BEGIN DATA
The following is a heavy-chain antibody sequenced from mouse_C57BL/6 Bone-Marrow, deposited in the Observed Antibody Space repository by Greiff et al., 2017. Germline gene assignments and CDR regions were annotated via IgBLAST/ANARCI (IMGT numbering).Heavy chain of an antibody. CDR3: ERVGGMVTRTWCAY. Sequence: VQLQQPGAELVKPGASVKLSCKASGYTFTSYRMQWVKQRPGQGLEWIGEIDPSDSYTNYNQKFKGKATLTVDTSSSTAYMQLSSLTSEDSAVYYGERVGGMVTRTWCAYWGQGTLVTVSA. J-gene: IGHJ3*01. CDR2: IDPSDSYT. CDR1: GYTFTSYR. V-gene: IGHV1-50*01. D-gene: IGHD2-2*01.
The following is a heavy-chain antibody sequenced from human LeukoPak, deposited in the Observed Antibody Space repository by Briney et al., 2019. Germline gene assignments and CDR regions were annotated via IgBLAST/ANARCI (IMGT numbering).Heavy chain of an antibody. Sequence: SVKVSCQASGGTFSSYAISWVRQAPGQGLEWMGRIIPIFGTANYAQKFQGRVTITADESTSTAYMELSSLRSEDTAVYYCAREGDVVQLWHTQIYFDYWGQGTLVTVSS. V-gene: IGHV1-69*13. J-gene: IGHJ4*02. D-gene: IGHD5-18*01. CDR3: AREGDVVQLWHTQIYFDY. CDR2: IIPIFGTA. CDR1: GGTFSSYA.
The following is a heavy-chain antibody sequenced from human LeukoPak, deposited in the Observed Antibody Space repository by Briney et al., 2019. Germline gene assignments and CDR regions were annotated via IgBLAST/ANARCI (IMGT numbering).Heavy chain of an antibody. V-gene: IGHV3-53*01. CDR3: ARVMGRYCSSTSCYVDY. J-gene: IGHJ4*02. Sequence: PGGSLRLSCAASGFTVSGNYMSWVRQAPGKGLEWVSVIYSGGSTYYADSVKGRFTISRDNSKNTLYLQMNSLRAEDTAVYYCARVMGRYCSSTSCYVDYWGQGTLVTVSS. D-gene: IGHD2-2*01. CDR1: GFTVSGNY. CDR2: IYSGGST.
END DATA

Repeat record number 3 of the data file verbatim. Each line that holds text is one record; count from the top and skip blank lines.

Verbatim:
The following is a heavy-chain antibody sequenced from human LeukoPak, deposited in the Observed Antibody Space repository by Briney et al., 2019. Germline gene assignments and CDR regions were annotated via IgBLAST/ANARCI (IMGT numbering).Heavy chain of an antibody. V-gene: IGHV3-53*01. CDR3: ARVMGRYCSSTSCYVDY. J-gene: IGHJ4*02. Sequence: PGGSLRLSCAASGFTVSGNYMSWVRQAPGKGLEWVSVIYSGGSTYYADSVKGRFTISRDNSKNTLYLQMNSLRAEDTAVYYCARVMGRYCSSTSCYVDYWGQGTLVTVSS. D-gene: IGHD2-2*01. CDR1: GFTVSGNY. CDR2: IYSGGST.